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welcome to "unguarded." race guard driver jeff gordon didn't set out to be a pioneer. no one treated him like one. dale earnhardt sr. called him wonder boy. as southern nascar fans were deeply suspicious of his precocious driving and california roots. but now at 43 years old, gordon's not only credited with opening the floodgates for other n nontraditional drivers, he's threatening to retake the sport all over again. yep, right now it's gordon sitting atop the leaderboard in
nascar's chase championships but before he makes his final push he's slowing down to sit down with us. ♪ this is going to be the best day of my life ♪ >> we are sitting here in the thick of the chase, this is sort of to put it in nfl term, the afc or nfc championship, not bad for a 43-year-old. >> yeah, i think for me now being in the sport as long as i've been in it, i just have a greater appreciation for winning races, as well as knowing that, you know, my career is not, you know, i don't have a lot of years ahead of me. this year has been extremely rewarding in so many ways on and off the racetrack. >> what a drive by jeff gordon sdmrn one of the nicest parts as you progress through a career is you become more comfortable with who you are. >> yeah, there's no doubt bit. >> it seemsz like you're just talking more freely about yourself now. you like wine more than beer.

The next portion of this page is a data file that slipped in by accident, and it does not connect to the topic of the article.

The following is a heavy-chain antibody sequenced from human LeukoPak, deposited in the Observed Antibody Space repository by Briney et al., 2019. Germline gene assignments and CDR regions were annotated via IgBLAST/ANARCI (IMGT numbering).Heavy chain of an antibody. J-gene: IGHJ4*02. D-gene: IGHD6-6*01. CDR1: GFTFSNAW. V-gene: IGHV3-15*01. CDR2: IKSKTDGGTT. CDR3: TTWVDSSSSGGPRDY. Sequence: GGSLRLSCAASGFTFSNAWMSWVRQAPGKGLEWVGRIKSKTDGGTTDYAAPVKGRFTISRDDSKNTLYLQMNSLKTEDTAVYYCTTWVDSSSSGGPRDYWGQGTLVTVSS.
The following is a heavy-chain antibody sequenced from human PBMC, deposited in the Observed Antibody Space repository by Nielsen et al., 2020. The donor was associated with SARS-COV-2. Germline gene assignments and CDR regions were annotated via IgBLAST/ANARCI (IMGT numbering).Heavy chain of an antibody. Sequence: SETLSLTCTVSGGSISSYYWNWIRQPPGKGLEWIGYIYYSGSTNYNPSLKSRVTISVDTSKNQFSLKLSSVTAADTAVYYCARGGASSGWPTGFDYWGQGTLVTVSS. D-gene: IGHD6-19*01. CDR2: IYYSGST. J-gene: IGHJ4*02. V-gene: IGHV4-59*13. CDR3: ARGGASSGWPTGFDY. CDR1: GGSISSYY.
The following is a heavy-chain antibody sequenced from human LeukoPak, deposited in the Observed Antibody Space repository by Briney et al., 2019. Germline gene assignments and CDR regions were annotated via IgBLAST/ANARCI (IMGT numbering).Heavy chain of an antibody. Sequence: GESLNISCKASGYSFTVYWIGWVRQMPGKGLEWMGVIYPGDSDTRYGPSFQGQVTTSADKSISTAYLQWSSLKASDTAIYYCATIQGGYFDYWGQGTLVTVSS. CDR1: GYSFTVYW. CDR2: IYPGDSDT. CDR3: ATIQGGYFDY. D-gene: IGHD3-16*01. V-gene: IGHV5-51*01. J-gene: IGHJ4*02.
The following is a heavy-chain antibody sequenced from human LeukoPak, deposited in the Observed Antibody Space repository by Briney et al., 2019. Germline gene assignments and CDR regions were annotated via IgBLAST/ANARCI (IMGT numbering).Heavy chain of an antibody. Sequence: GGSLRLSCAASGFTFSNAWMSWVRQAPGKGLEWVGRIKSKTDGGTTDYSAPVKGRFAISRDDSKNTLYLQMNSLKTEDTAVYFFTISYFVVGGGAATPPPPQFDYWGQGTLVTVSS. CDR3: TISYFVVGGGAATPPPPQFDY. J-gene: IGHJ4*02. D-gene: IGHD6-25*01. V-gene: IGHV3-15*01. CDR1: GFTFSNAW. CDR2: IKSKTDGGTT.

you like to vacation in the south of france because it's beautiful there. just feels like you're more comfortable saying, hey, this is what i like. this is who i am. >> yeah, and when i first came in the sport i wasn't from the south and i wanted to fit in, and so i wanted to say all the right things and had my sponsors and make sure my fans and team was happy and doing a lot of other things for other people which worked out pretty good but along the way you start to realize who you are, who i am as a person and that, you know, i like being comfortable with who i am and because i've learned more about myself through my experiences. it allows me to say, you know what, it's just about being happy. that's what life is really all b the only way you'll be happy is being happy with who you are and, you know, i'm still learning those things, but i'm